It is in trying times that you find out who your real friends are. I am grieved to tell you that I apparently have no friends. I was told by the host that I could bring someone along with me, but NONE of my so-called friends would agree to it after hearing the setup. Nurse me through surgery? No problem. Help me move? Check. Loan me money? Of course. Go with me to a wierd role-playing party? See ya.
Pretty much everything I do on a daily basis I have learned how to do on my own. It stuns me sometimes that I earn my living doing something that was never taught to me in school, that I just picked up over the years. The pace of change and the ways that the internet and technology have changed our lives (mostly for the good, sometimes for the bad) have been so all-encompassing that we often fail to take notice.
But every so often, you have to step back from this modern world and say “wow”. I realize that a large part of the reason I have been able to live as I do, making my living as I do, is because there is a wealth of freely available knowledge out there. Recently I’ve been auditing a programming class at Stanford University. No, really. And it is absolutely free. Who would have thought that I, with my terrible grades in high school, would one day be taking courses at such a prestigious university? Or that any of the things I would want to learn about are just a few keystrokes and a little motivation away? I can take courses and ask questions of some of the best minds out there, and they respond, helping me along in my education. And I in turn try to offer help to those at an earlier stage of development than me. This free exchange of information is vital to a creative society. It is one of the reasons I am so concerned with the runaway laws pertaining to copyright and patents in this country. They are overkill and poison to a creative society. Copyright and intellectual property rights were meant to secure benefits to the creators for a restricted period of time, after which they should be public domain. It is only through the free exchange of ideas (in all realms) that a society, its arts and sciences, can move forward. The rise of the internet, when coupled with the extension of copyright in perpetuity, has a chilling effect on the ability of creative people and innovators everywhere. None of us stands alone, we are all bathed in the culture, and it is in relation to that culture, and on the shoulders of others that we are able to contribute to both our own and the general welfare. The recipe for progress isn’t a single ingredient, it is a mixture, timing, and refinement.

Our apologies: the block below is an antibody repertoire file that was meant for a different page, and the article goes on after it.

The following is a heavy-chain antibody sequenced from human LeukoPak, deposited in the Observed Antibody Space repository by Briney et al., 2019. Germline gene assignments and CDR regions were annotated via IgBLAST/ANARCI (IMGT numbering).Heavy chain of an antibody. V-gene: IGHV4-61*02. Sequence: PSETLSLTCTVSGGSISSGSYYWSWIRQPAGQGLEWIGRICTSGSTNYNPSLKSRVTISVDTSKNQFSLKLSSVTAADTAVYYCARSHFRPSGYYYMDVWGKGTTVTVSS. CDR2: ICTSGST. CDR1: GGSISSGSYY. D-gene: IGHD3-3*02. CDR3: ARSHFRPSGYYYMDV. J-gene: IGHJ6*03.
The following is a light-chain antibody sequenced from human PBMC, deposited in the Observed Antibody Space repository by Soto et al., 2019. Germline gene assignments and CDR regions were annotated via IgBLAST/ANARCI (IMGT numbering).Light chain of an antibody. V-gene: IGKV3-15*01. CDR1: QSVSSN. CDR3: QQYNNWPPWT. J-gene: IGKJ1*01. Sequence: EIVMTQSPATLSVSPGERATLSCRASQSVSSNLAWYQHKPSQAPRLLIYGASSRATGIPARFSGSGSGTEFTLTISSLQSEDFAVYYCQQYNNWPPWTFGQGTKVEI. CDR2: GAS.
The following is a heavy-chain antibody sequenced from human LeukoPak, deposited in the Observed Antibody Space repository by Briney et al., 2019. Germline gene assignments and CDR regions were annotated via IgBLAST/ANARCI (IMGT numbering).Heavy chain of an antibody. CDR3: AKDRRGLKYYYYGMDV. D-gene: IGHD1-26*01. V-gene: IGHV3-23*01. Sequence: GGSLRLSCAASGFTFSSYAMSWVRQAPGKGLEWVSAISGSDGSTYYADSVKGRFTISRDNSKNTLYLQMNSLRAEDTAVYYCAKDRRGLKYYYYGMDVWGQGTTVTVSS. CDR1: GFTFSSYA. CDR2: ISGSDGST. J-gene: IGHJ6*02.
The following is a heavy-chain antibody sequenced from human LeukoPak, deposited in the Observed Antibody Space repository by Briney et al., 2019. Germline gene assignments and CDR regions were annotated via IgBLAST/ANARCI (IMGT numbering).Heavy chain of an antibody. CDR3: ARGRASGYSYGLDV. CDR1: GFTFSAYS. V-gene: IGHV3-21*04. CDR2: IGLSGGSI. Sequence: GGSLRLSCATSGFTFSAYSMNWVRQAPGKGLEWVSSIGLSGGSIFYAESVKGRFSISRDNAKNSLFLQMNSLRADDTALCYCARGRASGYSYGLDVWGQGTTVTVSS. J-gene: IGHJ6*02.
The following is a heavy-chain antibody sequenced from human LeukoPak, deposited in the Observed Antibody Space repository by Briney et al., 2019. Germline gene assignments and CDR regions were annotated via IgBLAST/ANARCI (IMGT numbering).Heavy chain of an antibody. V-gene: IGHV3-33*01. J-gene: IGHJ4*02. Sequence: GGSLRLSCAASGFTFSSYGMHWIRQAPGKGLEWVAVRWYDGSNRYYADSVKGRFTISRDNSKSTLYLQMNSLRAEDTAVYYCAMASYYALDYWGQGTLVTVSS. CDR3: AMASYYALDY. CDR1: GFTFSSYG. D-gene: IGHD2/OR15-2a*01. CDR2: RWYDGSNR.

Fortunately, there are some wonderful responses to the problem out there, from Creative Commons to open source software to various universities and individuals in all kinds of fields that share their work without charge or after a short period of exclusivity. They set an example for how I want to live my life and why I think it is important to give back. It is clear to me how I have been helped by freely available information, and it is clear to me how important it is to share what we know with others.
I received the following postcard in yesterday’s mail. Are they trying to imply that I am still single for a particular reason?
We (I think I was with my aunt, but I am not sure) were in a very old, impossibly large cathedral with an old sound system that was not working. There were many ancient, small wooden rooms on a kind of balcony level that people (including us) were staying in, and there were cobwebs over every thing that we were continually removing. This seemed like a place abandoned by a previous civilization, and the words that were coming through the sound system were being used to control people. What we heard were static-like voices, not very clear, but that were nonetheless keeping us in a kind of trance state, doing the bidding of the people in charge that were issuing commands about all sorts of things. Somehow, I discovered a way to fix the old system, and then people had control over what was playing on it, which consisted of very old recordings of music and speeches. At the same time this woke them up to what had been happening and brought them out of their trance state, freeing them from the control. Everyone was very happy, and then I woke up.
Well that was quick. My friend Olaf called me from the airport to ask if I had deflated the bed yet and if he could stay another night, because his flight was overbooked and they offered him some nice amount of cash to take tomorrow’s flight instead. Knowing Olaf as I do, he prefers not to be rushed or crowded on a flight, and that probably also figured into his decision. It is all fine by me, and it will be nice to hang out another day.